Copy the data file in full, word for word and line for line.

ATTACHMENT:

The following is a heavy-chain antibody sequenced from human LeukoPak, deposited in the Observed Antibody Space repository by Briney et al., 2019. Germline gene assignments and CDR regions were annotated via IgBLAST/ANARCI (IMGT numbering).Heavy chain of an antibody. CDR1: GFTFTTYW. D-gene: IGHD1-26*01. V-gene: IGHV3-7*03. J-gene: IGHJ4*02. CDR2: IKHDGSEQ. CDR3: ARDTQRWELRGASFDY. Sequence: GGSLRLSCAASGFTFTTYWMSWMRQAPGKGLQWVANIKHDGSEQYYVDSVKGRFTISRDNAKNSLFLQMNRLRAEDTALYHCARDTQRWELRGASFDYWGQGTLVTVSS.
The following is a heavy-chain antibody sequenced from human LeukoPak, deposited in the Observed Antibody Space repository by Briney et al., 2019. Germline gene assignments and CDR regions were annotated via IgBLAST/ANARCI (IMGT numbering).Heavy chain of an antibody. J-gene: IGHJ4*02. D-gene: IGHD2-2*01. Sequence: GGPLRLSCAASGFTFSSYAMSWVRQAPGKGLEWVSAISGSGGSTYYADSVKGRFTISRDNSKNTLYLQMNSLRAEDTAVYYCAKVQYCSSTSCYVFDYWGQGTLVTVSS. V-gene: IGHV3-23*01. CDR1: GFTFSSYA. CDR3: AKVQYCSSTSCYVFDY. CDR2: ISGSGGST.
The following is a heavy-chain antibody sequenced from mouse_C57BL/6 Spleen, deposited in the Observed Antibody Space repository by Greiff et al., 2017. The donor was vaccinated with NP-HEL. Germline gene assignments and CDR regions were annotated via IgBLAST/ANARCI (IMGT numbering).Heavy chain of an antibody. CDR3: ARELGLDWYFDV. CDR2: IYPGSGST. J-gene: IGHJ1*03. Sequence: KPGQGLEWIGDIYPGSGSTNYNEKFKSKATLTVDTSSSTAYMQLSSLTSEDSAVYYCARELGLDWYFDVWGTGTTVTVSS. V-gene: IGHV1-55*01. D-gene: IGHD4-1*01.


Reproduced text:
The following is a heavy-chain antibody sequenced from human LeukoPak, deposited in the Observed Antibody Space repository by Briney et al., 2019. Germline gene assignments and CDR regions were annotated via IgBLAST/ANARCI (IMGT numbering).Heavy chain of an antibody. CDR1: GFTFTTYW. D-gene: IGHD1-26*01. V-gene: IGHV3-7*03. J-gene: IGHJ4*02. CDR2: IKHDGSEQ. CDR3: ARDTQRWELRGASFDY. Sequence: GGSLRLSCAASGFTFTTYWMSWMRQAPGKGLQWVANIKHDGSEQYYVDSVKGRFTISRDNAKNSLFLQMNRLRAEDTALYHCARDTQRWELRGASFDYWGQGTLVTVSS.
The following is a heavy-chain antibody sequenced from human LeukoPak, deposited in the Observed Antibody Space repository by Briney et al., 2019. Germline gene assignments and CDR regions were annotated via IgBLAST/ANARCI (IMGT numbering).Heavy chain of an antibody. J-gene: IGHJ4*02. D-gene: IGHD2-2*01. Sequence: GGPLRLSCAASGFTFSSYAMSWVRQAPGKGLEWVSAISGSGGSTYYADSVKGRFTISRDNSKNTLYLQMNSLRAEDTAVYYCAKVQYCSSTSCYVFDYWGQGTLVTVSS. V-gene: IGHV3-23*01. CDR1: GFTFSSYA. CDR3: AKVQYCSSTSCYVFDY. CDR2: ISGSGGST.
The following is a heavy-chain antibody sequenced from mouse_C57BL/6 Spleen, deposited in the Observed Antibody Space repository by Greiff et al., 2017. The donor was vaccinated with NP-HEL. Germline gene assignments and CDR regions were annotated via IgBLAST/ANARCI (IMGT numbering).Heavy chain of an antibody. CDR3: ARELGLDWYFDV. CDR2: IYPGSGST. J-gene: IGHJ1*03. Sequence: KPGQGLEWIGDIYPGSGSTNYNEKFKSKATLTVDTSSSTAYMQLSSLTSEDSAVYYCARELGLDWYFDVWGTGTTVTVSS. V-gene: IGHV1-55*01. D-gene: IGHD4-1*01.